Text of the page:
Freddie Alec Thomas appeared in Barton County District Court on Monday to hear his sentence for a voluntary manslaughter conviction in connection with the 2015 shooting death of Jeremy Alan Saldana. However, District Judge Carey Hipp rescheduled the sentencing to 10 a.m. on Sept. 6, giving the State time to respond to a late motion filed by defense attorney Donald Anderson II, who is seeking probation for the defendant.
Based on the level of the crime and Thomas’s criminal history, he would normally be required to serve time in prison under Kansas sentencing guidelines. Anderson is seeking a downward departure from the guidelines.
Barton County Attorney Levi Morris noted that Anderson filed his motion last Friday, failing to give him the usual seven days to do research and file a response.
It is not unusual for the defense to request a downward departure from the standard sentence based on “substantial and compelling reasons” for a lesser sentence. However, Anderson also cited a special rule as a second reason for downward departure. Morris said he needed more time to review that before responding.
Hipp agreed and rescheduled the sentencing. She did, however, rule on two other motions filed by Anderson.
The defense requested a new trial for Thomas and requested a judgment of acquittal that would override the jury’s June 23 guilty verdict. The judge denied both of those motions.
Case began in 2015
It has taken much longer than usual for this case to be resolved.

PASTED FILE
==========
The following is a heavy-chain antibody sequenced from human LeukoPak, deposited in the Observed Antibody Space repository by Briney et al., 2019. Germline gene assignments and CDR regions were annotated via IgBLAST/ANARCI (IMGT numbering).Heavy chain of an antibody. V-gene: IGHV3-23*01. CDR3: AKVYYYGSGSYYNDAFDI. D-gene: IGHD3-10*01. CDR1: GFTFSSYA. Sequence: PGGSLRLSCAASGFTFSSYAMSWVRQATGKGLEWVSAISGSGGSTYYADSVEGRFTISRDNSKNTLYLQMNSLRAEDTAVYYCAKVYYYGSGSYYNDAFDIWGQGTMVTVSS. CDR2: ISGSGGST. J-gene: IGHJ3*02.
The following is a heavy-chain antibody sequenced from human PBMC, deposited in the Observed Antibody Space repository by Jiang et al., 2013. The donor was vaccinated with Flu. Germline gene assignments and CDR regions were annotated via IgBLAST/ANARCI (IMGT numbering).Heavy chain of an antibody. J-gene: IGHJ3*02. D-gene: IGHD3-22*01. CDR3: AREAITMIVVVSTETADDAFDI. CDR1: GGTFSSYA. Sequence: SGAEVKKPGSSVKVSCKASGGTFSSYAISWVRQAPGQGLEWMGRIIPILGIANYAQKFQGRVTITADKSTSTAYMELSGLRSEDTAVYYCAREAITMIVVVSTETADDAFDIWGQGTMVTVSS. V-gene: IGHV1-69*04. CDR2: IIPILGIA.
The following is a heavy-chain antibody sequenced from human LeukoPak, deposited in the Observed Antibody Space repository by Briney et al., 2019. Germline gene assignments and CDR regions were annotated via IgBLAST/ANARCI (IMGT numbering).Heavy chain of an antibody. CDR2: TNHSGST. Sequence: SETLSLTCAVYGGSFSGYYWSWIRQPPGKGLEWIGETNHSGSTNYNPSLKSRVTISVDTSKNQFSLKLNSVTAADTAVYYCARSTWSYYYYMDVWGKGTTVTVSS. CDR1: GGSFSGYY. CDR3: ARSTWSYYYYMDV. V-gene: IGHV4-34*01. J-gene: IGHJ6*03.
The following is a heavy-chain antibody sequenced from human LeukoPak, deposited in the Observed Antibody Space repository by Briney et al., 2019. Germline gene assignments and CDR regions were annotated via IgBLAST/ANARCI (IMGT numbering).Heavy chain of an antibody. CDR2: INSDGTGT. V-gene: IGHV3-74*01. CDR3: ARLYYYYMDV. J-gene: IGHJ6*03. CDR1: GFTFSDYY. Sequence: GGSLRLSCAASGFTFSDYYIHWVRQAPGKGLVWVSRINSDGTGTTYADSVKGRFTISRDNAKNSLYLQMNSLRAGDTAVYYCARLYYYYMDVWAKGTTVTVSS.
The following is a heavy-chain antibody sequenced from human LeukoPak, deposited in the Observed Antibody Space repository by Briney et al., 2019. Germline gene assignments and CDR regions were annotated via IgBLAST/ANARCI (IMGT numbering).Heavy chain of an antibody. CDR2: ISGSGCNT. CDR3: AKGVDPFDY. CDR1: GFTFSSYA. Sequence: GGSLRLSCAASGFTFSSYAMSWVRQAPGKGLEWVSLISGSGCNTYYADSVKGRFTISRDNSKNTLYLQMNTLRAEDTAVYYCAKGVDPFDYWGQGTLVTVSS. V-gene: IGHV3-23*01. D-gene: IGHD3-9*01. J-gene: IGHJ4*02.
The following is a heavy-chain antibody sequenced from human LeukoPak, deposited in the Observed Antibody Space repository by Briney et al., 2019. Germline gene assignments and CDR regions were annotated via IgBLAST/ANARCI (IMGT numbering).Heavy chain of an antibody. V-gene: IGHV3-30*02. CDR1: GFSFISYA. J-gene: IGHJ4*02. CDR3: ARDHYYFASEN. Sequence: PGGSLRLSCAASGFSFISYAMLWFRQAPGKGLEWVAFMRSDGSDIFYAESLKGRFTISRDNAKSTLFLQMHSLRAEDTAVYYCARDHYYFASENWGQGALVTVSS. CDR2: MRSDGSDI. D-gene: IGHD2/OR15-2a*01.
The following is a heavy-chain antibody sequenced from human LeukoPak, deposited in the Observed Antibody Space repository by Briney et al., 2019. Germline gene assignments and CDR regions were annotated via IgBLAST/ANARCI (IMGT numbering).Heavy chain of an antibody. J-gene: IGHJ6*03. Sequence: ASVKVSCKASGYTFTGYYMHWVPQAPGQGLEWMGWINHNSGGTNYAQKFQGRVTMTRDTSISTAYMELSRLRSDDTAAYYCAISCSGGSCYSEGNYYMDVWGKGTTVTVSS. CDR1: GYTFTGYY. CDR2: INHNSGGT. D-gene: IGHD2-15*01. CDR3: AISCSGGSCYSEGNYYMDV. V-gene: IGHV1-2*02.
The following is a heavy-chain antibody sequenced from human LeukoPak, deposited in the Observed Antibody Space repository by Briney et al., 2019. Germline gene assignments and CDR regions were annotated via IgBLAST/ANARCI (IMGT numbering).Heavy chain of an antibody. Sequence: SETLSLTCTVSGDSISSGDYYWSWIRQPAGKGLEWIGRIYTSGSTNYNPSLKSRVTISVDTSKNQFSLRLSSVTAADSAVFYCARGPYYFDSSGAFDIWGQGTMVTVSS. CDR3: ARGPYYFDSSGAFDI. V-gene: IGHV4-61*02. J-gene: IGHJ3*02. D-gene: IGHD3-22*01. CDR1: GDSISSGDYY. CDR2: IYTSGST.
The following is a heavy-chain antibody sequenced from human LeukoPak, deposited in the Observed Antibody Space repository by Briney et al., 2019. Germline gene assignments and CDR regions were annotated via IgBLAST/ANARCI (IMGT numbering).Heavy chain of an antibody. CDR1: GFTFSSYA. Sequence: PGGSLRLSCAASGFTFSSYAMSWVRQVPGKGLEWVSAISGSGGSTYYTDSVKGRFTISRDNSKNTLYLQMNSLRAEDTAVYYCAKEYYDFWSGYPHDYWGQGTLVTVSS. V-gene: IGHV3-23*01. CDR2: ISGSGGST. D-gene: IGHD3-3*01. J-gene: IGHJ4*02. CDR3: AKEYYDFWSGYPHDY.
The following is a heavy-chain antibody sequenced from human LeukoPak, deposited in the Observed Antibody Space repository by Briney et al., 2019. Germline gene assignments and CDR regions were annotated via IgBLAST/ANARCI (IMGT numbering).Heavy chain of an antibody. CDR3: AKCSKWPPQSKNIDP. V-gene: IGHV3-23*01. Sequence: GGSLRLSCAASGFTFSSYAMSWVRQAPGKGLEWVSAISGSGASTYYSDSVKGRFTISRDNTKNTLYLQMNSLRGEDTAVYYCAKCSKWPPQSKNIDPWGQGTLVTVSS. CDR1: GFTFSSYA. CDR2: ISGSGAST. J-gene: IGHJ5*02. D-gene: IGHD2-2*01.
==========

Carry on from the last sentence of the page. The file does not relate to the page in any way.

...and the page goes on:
At approximately 8:40 p.m. on Friday, Sept. 11, 2015, Freddie Thomas fatally shot Jeremy Saldana three times with a Ruger SR9 outside a home in Great Bend. Saldana was unarmed but, according to Thomas, was attacking him. Thomas was arrested at the scene and charged with first-degree murder. He was bound over for trial following his preliminary hearing on April 21, 2016.
Then on June 8, 2016, now-retired District Court Judge Ron Svaty granted Thomas immunity from prosecution based on self-defense and dismissed the State’s complaint.
The State of Kansas filed an appeal. On Dec. 8, 2017, the Kansas Court of Appeals issued an unpublished opinion reversing the grant of immunity. The defendant then filed a petition for review with the Kansas Supreme Court. The petition for review was granted.
In July of 2020, the Kansas Supreme Court agreed with the Court of Appeals and sent the case back for a rehearing. In November of 2020, District Court Judge Hipp denied the defendant’s immunity request and set the matter for jury trial.